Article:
The powers that be under-reacted to the coronavirus back in January and February. Then they over-reacted in March, April, and May. They are now under-reacting because it suits them. The Fed, as always, has over-reacted throughout the crisis and before it. It has now created its biggest bubble ever in the process.
With the Fed now taking control of capital markets, one could argue that it will never let risks be priced into any assets. It has gone too far as it went into full panic mode just like the various governments did with their extended lockdowns. However, we think that the Fed put concept has limits as not all losses will prove preventable unless the Fed bans bankruptcies and poor corporate earnings.
Because of the incredible uncertainty about the future performance of most companies during the pandemic, you would normally have the makings for lower P-E’s. Instead, valuations are off the charts. Most other risky assets should never be trading at current prices either. This is creating volatility because most investors realize that there is a big difference between where securities would trade without the Fed’s forceful hand and where they trade under the illusion that the Fed can and will control all markets. It is obvious that equities never got close to the sort of valuations of past recessions even though the current downdraft is of historic magnitude.
Many investors are optimistic that the economy will improve from here. So are we. The key difference is that equities reflect an earnings outlook that will likely prove almost impossible to achieve. It is difficult to find stocks to buy that do not require more guts than common sense. Investors are choosing to forget that most of the earnings growth for the S&P 500 came from five or six stocks in the last five years. Much was due to now fading buybacks.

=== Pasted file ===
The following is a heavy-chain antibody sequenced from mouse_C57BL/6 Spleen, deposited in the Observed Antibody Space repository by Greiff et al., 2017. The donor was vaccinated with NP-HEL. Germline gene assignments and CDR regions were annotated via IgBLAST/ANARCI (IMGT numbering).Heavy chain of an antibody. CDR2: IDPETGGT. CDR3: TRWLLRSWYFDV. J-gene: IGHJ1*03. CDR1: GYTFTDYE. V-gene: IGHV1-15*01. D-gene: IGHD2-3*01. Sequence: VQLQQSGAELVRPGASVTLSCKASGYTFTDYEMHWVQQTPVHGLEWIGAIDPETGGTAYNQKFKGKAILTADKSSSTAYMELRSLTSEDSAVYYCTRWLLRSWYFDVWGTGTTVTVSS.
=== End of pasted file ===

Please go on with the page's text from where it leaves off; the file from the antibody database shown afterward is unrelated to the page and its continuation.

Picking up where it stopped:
Against this landscape, the economic data and corporate performance numbers in coming weeks will look quite good in comparison to March and April. Trading systems and narrative construction on Wall Street are set up to respond to positive comparisons with outsized moves. That said, from an overall economic performance standpoint, very tough times are still ahead, just not as bad as we saw in the last couple months.
The virus may fade in importance or it may shut down large chunks of the economy. Governments cannot force people to leave their houses or spend money even if lockdowns are lifted. That is why the nutty idea of the government handing out debit cards loaded with cash that must be spent by a certain date is making the rounds.
Meanwhile, the Fed has now decided that it wants to go with the forecast that the economy will be quite weak for the next couple of years. That gives it room to keep rates at zero and buy an incredible $120 billion of bonds each month in coming years.
The Fed’s recent entrance into the corporate bond market has crossed an important divide between free markets and socialized markets. The Fed has no business establishing what yields should be available for corporate bonds. Suffice it to say that markets are much less free than they were when 2020 commenced. We do not like it, but it is a fact. We do think it is operating as more of a backstop in corporate bonds and less as an active participant for now, but it was clearly another power grab left unchecked because few openly question the Fed’s activities. The Fed has turned the investment world upside down as risk is being mispriced across a broad spectrum of assets.
The views expressed on this blog are the opinions of the authors. This information is not intended as investment advice or to recommend the purchase or sale of securities. More information on Strategic Balance, LLC may be obtained by contacting investor relations.